The first generation of robotic skins were capable of movement but not shapeshifting. Soon after, the lab revamped their skin robots to achieve the latter function when the skins are wrapped around mold-able materials. It’s hard not to admit that this new morphing version has become even more animal-like. But, like its predecessors, this design hasn’t been without a little help and inspiration from another unlikely source.
A helping hand
Dylan Shah, a graduate student in the Kramer-Bottiglio lab, observes a professional sculptor knead clay into various shapes. The sculptor works the clay into a four-legged structure approximately thirty times, with both her hands and then one hand. All the while, her adroit movements are filmed from above and the front.
Shah aims to design a new generation of robotics skins that can generate the same clay-sculpting motions of the sculptor. By wrapping the robotic skins around moldable materials, Shah and his colleagues have conceived a shape-shifting robot — the skin is to press on the moldable material like a sculptor’s hand would. The sculptor videos are helpful for Shah and colleagues to identify which hand motions are required to generate different shapes, such as thin long structures resembling legs.
“We learned two things,” says Shah. “First of all, the temperature of the clay is very important. [Sculptors] actually heat up the clay in order to make it more workable. Secondly, we noticed that the sculptor was doing a combination of pushing – like squeezing – and shear — smearing her fingers across the surface. The smearing is much more useful for making leg-like structures.”
Shah has yet to perfectly reproduce the smearing motion in skin-wrapped clay. However, he has devised several complementary motions to achieve the same effect. He and his colleagues are planning to rely on extrusion: the robotic skin can squeeze its host material into long thin appendages, just like pushing toothpaste out of a tube. It’s easy to take for granted the complicated motions human hands can make compared to a robot. These complex hand motions come naturally to even a child shaping Play-Doh for the first time. So why do the researchers insist on learning from a professional sculptor?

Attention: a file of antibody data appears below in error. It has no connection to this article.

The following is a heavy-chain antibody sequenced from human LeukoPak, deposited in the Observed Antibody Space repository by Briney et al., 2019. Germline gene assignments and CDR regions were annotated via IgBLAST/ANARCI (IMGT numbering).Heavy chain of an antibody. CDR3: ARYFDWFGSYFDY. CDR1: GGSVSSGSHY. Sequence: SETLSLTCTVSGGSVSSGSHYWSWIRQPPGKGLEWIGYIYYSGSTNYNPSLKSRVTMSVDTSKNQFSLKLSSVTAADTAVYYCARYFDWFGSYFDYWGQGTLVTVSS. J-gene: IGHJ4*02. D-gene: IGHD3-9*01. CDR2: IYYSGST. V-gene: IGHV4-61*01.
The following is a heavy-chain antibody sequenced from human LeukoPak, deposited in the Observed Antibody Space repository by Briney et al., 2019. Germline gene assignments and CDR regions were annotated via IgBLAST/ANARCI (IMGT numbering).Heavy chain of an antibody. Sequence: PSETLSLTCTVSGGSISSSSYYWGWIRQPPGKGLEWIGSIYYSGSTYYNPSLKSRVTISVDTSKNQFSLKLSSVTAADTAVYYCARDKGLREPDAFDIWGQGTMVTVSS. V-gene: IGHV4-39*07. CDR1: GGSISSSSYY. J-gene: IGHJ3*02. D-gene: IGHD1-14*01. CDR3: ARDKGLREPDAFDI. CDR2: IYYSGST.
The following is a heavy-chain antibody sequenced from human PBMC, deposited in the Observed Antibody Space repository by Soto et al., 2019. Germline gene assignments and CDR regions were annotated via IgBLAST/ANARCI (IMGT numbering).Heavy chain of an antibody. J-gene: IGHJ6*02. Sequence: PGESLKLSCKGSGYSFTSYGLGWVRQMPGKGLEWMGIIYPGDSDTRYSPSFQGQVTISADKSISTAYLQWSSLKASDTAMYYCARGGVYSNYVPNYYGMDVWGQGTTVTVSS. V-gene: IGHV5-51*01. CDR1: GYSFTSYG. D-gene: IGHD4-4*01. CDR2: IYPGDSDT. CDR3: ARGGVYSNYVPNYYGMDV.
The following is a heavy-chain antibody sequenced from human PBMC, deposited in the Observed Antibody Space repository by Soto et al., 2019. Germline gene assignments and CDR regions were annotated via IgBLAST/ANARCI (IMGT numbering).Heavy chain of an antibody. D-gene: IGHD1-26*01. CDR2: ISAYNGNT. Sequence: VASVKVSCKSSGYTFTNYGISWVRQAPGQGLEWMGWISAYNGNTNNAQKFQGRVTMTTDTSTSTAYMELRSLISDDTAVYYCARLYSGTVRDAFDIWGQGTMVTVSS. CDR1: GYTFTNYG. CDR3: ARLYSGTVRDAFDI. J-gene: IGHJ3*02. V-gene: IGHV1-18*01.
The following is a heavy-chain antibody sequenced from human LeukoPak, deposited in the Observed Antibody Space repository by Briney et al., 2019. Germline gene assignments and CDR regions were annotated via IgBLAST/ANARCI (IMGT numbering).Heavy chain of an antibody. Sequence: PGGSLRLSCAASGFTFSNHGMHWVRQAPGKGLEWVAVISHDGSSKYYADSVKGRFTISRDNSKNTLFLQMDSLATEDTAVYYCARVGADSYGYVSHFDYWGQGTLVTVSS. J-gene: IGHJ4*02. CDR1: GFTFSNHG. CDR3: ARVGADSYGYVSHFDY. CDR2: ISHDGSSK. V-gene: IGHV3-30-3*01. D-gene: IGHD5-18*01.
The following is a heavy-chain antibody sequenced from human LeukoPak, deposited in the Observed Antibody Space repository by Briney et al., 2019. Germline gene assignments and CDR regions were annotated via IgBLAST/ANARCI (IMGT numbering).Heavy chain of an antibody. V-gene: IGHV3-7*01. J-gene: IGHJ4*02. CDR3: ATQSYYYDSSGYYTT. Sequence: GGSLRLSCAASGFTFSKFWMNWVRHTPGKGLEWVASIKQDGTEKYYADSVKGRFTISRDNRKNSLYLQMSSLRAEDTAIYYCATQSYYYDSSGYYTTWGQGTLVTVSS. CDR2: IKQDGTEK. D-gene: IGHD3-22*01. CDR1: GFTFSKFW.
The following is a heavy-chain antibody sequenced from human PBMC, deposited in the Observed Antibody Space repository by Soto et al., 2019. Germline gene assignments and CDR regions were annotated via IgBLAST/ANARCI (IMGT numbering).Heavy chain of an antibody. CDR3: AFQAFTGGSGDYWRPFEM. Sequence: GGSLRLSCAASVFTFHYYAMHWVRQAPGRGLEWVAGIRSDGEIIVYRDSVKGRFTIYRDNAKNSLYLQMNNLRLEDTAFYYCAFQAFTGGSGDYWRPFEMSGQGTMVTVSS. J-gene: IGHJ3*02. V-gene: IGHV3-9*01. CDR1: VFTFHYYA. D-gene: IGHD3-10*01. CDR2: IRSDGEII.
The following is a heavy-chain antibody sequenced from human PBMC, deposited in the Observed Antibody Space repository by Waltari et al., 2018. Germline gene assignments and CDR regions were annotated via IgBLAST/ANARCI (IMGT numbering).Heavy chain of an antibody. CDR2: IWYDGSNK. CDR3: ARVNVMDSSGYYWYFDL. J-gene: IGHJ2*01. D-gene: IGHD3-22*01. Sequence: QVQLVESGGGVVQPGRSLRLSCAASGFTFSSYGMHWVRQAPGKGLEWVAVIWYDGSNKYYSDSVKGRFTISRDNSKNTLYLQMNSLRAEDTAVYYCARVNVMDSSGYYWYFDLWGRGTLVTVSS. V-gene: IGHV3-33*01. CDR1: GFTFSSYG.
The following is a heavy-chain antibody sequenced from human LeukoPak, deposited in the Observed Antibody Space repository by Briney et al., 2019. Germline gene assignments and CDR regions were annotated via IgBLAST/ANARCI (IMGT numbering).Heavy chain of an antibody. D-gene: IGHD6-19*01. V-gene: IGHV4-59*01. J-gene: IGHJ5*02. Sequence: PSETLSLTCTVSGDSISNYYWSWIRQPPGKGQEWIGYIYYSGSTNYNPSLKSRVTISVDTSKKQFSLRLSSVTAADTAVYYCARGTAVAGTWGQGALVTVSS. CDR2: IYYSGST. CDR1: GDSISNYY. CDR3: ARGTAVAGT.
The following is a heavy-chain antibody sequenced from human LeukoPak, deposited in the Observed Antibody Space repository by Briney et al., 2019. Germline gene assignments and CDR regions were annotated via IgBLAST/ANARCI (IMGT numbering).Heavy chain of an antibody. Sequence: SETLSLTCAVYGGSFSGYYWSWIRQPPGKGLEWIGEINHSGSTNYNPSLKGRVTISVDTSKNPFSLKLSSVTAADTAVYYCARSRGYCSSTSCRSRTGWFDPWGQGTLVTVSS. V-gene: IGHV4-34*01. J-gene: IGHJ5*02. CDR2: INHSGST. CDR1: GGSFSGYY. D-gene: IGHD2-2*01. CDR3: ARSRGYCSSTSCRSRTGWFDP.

“We wanted to see what the most skilled humans did, so that we could learn how the most skilled robots might operate,” says Shah.
Not always the inside that counts
The robotic skins are like nothing the robotics community has seen, yet their characteristics are still far from those of a living animal. Instead of a free-roaming creature you may be picturing in your mind, the robotic skins and their hosts more closely resemble animals on leash, given that the skins are still tethered by actuator cables. Most of the robotic skins rely on changing the air pressures in pistons or air bladders to bend, so they have to be connected to a compressed air source. Shah’s version of morphing skins also uses threads attached to spools which cinch like a belt for actuation. Currently there are no straightforward solutions to replacing the cables.
While still nowhere near practical deployment, Kramer-Bottiglio’s robotic skins have been well-received for their conceptual novelty, expanding the design space for robotics. Her robotic skins challenge the common perception of what it means to be “robotic”.
After all, what maketh a robot may only need to be skin deep.